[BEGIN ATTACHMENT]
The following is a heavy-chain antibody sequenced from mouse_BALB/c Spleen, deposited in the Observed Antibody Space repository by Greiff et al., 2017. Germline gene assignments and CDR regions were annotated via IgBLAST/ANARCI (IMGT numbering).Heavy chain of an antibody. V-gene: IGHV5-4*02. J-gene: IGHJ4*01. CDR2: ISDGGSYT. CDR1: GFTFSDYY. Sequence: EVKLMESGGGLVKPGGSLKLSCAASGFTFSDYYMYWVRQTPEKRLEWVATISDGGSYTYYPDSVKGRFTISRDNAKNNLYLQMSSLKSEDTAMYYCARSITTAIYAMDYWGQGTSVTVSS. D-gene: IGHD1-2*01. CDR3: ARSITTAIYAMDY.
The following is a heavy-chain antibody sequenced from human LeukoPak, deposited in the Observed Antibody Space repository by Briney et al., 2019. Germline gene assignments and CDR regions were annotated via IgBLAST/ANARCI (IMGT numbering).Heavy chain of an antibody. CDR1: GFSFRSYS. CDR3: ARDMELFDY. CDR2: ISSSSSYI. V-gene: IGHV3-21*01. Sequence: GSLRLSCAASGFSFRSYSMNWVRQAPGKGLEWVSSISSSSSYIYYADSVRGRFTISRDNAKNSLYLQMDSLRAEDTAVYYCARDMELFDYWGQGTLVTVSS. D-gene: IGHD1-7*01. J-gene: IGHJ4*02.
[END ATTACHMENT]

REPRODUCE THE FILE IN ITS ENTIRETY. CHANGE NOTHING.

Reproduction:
The following is a heavy-chain antibody sequenced from mouse_BALB/c Spleen, deposited in the Observed Antibody Space repository by Greiff et al., 2017. Germline gene assignments and CDR regions were annotated via IgBLAST/ANARCI (IMGT numbering).Heavy chain of an antibody. V-gene: IGHV5-4*02. J-gene: IGHJ4*01. CDR2: ISDGGSYT. CDR1: GFTFSDYY. Sequence: EVKLMESGGGLVKPGGSLKLSCAASGFTFSDYYMYWVRQTPEKRLEWVATISDGGSYTYYPDSVKGRFTISRDNAKNNLYLQMSSLKSEDTAMYYCARSITTAIYAMDYWGQGTSVTVSS. D-gene: IGHD1-2*01. CDR3: ARSITTAIYAMDY.
The following is a heavy-chain antibody sequenced from human LeukoPak, deposited in the Observed Antibody Space repository by Briney et al., 2019. Germline gene assignments and CDR regions were annotated via IgBLAST/ANARCI (IMGT numbering).Heavy chain of an antibody. CDR1: GFSFRSYS. CDR3: ARDMELFDY. CDR2: ISSSSSYI. V-gene: IGHV3-21*01. Sequence: GSLRLSCAASGFSFRSYSMNWVRQAPGKGLEWVSSISSSSSYIYYADSVRGRFTISRDNAKNSLYLQMDSLRAEDTAVYYCARDMELFDYWGQGTLVTVSS. D-gene: IGHD1-7*01. J-gene: IGHJ4*02.